Last week the world watched on as a congressional hearing was held in the US with the goal of exploring Unidentified Flying Object (UFO) sightings and trying to establish whether alien life-forms do exist. Sightings of UFOs in the investment world, however, are less elusive - with many ‘Undervalued Forgotten Opportunities’ floating around an asset allocator’s atmosphere.
Over the last decade or so, one would be forgiven for forgetting that an investment universe still exists outside of the S&P 500 and FAANG* stocks. Tech stocks have recently enjoyed another stint in the limelight thanks to the surge of interest in Artificial Intelligence (AI); so why look outside of what is hot right now? Diversification. Diversification is central to portfolio construction and allows investors to reduce unsystematic risk and capture other sources of return. Currently, where should an asset allocator look to diversify their portfolio?
The UK market is one that embodies my commandeered definition of a ‘UFO’, in that it is certainly undervalued, indeed forgotten, and thus, an opportunity. The FTSE 100 currently trades at a discount to its 20-year average on a price-to-book basis and far below its peak reached in 20071, with valuations hampered in the UK since Brexit. The valuation gap is even more pronounced in the mid-cap space, with the FTSE 250 trading on a wider price-to-book discount versus its 20-year average than the FTSE 100 is. Our direct UK equity portfolio has a mid-cap bias and therefore fishes in the value-rich waters of the UK mid-cap universe, boasting a lower price-to-book ratio and better return on equity than the index at our Q2 asset allocation meeting.2
Japanese equities have been thought of as undervalued since before I was born, but after underdelivering on returns that have definitely not been ‘out-of-this-world’, the market has since become forgotten; investors burned by what could’ve been. So, what makes Japan attractive now? In recent years there has been an overhaul in corporate governance within corporate Japan due to the introduction of the Stewardship Code and Corporate Governance Code. Due to increased shareholder activism and more appropriate incentivisation, management teams are now focussing on delivering shareholder value by utilising inefficient balance sheets to boost returns through increased dividends and share buyback programmes. Morant Wright, MGIM’s Japanese manager, targets companies that are trading below book value, but have inefficient balance sheets that can be utilised to provide shareholder returns.3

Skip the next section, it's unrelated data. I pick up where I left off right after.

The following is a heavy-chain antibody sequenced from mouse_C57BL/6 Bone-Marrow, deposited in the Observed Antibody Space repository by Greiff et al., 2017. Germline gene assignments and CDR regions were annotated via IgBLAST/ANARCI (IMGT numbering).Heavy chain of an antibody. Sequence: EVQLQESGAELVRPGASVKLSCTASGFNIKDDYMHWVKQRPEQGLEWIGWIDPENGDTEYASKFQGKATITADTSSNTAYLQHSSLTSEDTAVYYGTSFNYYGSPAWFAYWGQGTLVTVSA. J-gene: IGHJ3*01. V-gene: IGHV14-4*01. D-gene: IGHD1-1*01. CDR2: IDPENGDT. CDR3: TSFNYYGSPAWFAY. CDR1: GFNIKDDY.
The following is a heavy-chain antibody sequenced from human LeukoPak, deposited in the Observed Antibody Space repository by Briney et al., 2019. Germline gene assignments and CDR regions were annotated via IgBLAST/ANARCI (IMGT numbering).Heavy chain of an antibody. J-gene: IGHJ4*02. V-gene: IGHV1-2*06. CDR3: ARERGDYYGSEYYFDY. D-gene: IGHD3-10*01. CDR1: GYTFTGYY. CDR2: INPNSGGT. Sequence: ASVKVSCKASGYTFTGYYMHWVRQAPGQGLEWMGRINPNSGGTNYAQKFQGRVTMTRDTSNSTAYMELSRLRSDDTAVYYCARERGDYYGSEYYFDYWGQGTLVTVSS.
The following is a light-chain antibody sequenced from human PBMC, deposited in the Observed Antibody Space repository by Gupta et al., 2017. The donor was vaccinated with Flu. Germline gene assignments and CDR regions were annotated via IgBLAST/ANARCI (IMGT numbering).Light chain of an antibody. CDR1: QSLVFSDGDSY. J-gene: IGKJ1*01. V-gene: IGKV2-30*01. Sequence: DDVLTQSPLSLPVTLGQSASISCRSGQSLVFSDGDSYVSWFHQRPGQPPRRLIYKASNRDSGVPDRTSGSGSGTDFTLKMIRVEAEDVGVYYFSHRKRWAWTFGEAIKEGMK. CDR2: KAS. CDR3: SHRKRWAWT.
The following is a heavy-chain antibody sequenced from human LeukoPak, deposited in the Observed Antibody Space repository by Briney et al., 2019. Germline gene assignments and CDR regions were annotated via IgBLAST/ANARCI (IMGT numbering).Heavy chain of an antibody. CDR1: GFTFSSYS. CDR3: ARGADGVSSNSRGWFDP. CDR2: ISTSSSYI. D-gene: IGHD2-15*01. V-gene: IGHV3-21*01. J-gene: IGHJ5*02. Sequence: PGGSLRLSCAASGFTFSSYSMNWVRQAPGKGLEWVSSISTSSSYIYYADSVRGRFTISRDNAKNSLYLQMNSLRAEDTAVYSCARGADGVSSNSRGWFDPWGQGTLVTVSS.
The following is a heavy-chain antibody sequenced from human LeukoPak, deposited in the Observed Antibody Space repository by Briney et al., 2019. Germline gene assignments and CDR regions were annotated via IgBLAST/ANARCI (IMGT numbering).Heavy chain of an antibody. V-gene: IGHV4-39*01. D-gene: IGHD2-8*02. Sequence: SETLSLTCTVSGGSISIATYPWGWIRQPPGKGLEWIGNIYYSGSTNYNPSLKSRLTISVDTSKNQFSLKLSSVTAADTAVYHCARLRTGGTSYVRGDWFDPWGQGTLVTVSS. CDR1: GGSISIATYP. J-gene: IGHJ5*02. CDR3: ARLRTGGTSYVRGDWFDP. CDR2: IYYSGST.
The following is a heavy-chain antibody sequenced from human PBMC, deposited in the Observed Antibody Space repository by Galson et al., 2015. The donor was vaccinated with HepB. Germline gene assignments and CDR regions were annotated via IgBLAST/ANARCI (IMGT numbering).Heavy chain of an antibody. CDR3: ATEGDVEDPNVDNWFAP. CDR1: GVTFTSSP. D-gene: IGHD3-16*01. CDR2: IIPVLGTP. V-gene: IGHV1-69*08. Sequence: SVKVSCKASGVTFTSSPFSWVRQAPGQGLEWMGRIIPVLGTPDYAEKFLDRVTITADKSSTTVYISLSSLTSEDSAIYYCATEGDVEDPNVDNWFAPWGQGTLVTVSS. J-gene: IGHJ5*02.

Sticking with Asia, the small-cap universe may be one that has been forgotten in the gold rush for technology stocks in recent years. Chinese mega-caps such as Alibaba and Tencent have enjoyed expensive valuations as their popularity exploded along with their western counterparts. Samarang, MGIM’s Asian small-cap manager, searches for value in less-trodden ground such as Vietnam, Malaysia, and Indonesia – as well as searching for value in Japanese and Chinese small-cap stocks. Samarang have outperformed the MSCI Asia Pacific universe by over 2% per annum since inception4, and the Asian Prosperity Fund’s current portfolio seems undervalued – trading at less than its book value, despite boasting a 16% return on equity and a 4.5% dividend yield.5
Maybe one day humans will be able to co-invest alongside aliens on a stock market located on a galaxy far, far away. However, in the meantime, investors can seek value in the UFOs of the UK, Japanese, and Asian Small-Cap equity markets, which can be accessed through MGIM’s specialist managers used throughout its multi-asset range of funds.
*Note: FAANG stocks are Facebook (now Meta), Apple, Amazon, Netflix, Google (now Alphabet).
Sources: 1Bloomberg Finance L.P. 3rd August 2023, 2Momentum Global Investment Management (MGIM), MGIM Q2 Asset Allocation Meeting – UK Equity Portfolio Characteristics 15th May 2023, 3 MGIM Research, Morant Wright Research Note, July 2019, 4Samarang Asset Management, Samarang Funds Review Presentation, June/July 2023, Page 1, 5Samarang Asset Management, Samarang Funds Review Presentation, June/July 2023, Page 33.